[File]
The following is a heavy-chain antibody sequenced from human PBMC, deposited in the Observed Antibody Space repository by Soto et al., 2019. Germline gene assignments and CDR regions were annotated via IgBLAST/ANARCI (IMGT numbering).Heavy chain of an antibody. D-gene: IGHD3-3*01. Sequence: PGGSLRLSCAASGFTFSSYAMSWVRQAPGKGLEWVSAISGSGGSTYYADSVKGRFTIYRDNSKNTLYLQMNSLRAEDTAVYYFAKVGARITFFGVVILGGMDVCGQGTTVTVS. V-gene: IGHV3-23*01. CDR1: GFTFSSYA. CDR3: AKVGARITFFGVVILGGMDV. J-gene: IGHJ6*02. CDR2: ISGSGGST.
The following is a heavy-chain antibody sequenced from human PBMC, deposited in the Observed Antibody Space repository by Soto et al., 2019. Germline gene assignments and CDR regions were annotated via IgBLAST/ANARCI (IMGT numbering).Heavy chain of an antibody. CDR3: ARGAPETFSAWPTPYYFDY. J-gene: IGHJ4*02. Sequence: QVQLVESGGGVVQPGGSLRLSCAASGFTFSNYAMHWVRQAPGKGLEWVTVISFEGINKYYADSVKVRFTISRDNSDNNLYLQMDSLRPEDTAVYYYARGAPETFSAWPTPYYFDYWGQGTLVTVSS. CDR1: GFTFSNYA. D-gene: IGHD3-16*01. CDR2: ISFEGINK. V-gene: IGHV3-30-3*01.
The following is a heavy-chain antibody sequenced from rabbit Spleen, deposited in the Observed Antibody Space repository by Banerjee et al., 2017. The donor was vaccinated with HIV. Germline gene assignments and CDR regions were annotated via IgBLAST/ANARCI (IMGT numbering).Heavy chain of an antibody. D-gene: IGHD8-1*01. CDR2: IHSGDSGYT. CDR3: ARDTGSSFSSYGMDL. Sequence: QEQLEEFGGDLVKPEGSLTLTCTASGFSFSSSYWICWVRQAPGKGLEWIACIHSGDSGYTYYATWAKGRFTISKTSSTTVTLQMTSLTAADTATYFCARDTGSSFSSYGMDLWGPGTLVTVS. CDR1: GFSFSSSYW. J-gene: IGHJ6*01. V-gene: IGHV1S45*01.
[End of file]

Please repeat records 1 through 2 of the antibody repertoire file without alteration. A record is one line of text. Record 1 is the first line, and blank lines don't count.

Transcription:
The following is a heavy-chain antibody sequenced from human PBMC, deposited in the Observed Antibody Space repository by Soto et al., 2019. Germline gene assignments and CDR regions were annotated via IgBLAST/ANARCI (IMGT numbering).Heavy chain of an antibody. D-gene: IGHD3-3*01. Sequence: PGGSLRLSCAASGFTFSSYAMSWVRQAPGKGLEWVSAISGSGGSTYYADSVKGRFTIYRDNSKNTLYLQMNSLRAEDTAVYYFAKVGARITFFGVVILGGMDVCGQGTTVTVS. V-gene: IGHV3-23*01. CDR1: GFTFSSYA. CDR3: AKVGARITFFGVVILGGMDV. J-gene: IGHJ6*02. CDR2: ISGSGGST.
The following is a heavy-chain antibody sequenced from human PBMC, deposited in the Observed Antibody Space repository by Soto et al., 2019. Germline gene assignments and CDR regions were annotated via IgBLAST/ANARCI (IMGT numbering).Heavy chain of an antibody. CDR3: ARGAPETFSAWPTPYYFDY. J-gene: IGHJ4*02. Sequence: QVQLVESGGGVVQPGGSLRLSCAASGFTFSNYAMHWVRQAPGKGLEWVTVISFEGINKYYADSVKVRFTISRDNSDNNLYLQMDSLRPEDTAVYYYARGAPETFSAWPTPYYFDYWGQGTLVTVSS. CDR1: GFTFSNYA. D-gene: IGHD3-16*01. CDR2: ISFEGINK. V-gene: IGHV3-30-3*01.